Three Supreme Court cases bear on Carpenter. United Staes v. Miller, 425 U.S. 435 (1976) held that the government's acquisition of several months of bank records from a bank was not a search.  In Smith v. Maryland, 442 U.S. 735 (1979), the Supreme Court held that the acquisition of several days of phone numbers from the phone company was not a search.  The Court that a robbery suspect had no reasonable expectation that his right to privacy extended to the numbers dialed from his phone, reasoning that the suspect had voluntarily turned over that information to a third party: the phone company This gave the name to the "third party doctrine" which has been a staple of 4th Amendment case law, circuit courts holding that people have no "reasonable expectation of privacy" (which is in quotes because it is a key legal concept in Fourth Amendment cases) in information they share with a third party.  The Sixth Circuit (map here) gave that same reading in the Carpenter case: government investigators seeking cell records for a suspect's movements do not need a warrant because the location data was shared with a third party, the cell company. (The government does have to go to court under the Stored Communications Act to get a court order, but it only has to show that there are reasonable grounds to believe that they are relevant to an ongoing criminal investigation; a warrant requires probable cause, a much higher standard).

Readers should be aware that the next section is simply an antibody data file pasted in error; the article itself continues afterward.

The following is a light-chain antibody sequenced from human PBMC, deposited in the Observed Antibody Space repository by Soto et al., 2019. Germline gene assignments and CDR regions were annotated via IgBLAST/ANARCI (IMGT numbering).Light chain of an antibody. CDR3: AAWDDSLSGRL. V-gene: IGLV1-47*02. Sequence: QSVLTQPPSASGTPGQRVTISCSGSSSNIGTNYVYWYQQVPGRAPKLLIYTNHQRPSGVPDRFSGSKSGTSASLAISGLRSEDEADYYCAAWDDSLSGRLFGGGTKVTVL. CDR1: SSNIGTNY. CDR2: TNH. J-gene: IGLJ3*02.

However (and here comes technology) the Court held in United States v. Jones, 565 U.S. ___ (2012) that using GPS technology to track a person's movements does constitute a search for which a warrant is needed.  (As a side note, the opinion was written by the late Justice Scalia with no dissents, so its the same Court with Justice Gorsuch instead of Scalia).  Notably, five of the Justices held that the long-term monitoring using GPS violates a "reasonable expectation of privacy".